When children suffer from specific phobias, they may cry, dangle from mom or dad, or throw tantrums to express their anxiety.

Read: Separation Anxiety Disorder

How common are specific phobias?

Phobias in Adults
Phobias in Adults

In the U.S., approximately 5%-12% of people have a phobia, according to the National Institute of Mental Health. About 6.3 million adult Americans are affected by specific phobias.

Although phobias are most common in adolescence and adulthood, they can happen to anyone at any age. They occur more frequently in women than in men. It is common for children to develop specific fears, but these usually fade away over time.

Adult-specific phobias usually arise suddenly and last a longer time than childhood phobias. Most specific phobias do not resolve on their own in adults (without treatment).

Also, check: How to Calm Anxiety Attacks

What causes specific phobias?

It is unclear what causes specific phobias, but most seem to be caused by a traumatic experience or a learned reaction. An animal attack or bite that causes a specific phobia can affect someone who has been terrified or frightened by animals in the past.

It is also possible to develop a specific phobia by witnessing traumatic events involving harm or extreme fear, or by receiving information or being repeatedly alerted about potentially dangerous situations or animals.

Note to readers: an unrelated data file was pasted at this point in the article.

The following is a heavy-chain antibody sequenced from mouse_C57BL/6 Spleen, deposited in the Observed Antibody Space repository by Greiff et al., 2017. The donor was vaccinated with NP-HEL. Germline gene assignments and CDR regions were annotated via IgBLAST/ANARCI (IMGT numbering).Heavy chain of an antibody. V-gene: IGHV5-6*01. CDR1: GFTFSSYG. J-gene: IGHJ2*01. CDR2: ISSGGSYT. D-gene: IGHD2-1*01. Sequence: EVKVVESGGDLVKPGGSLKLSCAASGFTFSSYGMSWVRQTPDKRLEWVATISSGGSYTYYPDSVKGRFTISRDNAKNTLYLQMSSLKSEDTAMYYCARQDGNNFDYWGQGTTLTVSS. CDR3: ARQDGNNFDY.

Also, we can learn about fear from others. When a child’s parents show anxiety and fear toward certain objects or situations, it is likely that the child will also show fear toward those objects.

Also, check: How to Overcome Fear from Mind and Heart

How are specific phobias diagnosed?

Doctors begin their evaluation of specific phobias by discussing a patient’s medical and psychiatric history and may provide a brief physical examination. Although no lab tests are available for diagnosing specific phobias, a doctor may use different tests to ensure that a physical illness is not the cause.

When there is no physical illness, you may be referred to a psychiatrist or psychologist who has received special training to diagnose and treat mental disorders. Clinical interviews and assessment tools are used by psychologists and psychiatrists to assess a person for a specific phobia.

Diagnostic criteria for specific phobias are based on reported symptoms as well as any functioning problems that may occur as a result. Specific phobias are diagnosed when a person’s anxiety or fear becomes particularly distressing or inconvenient to their everyday activities, such as work, school and social activities.

Read: COVID Anxiety Syndrome

How are specific phobias treated?

Specific phobias can be treated with one or a combination of:

Cognitive behavioral therapy (CBT)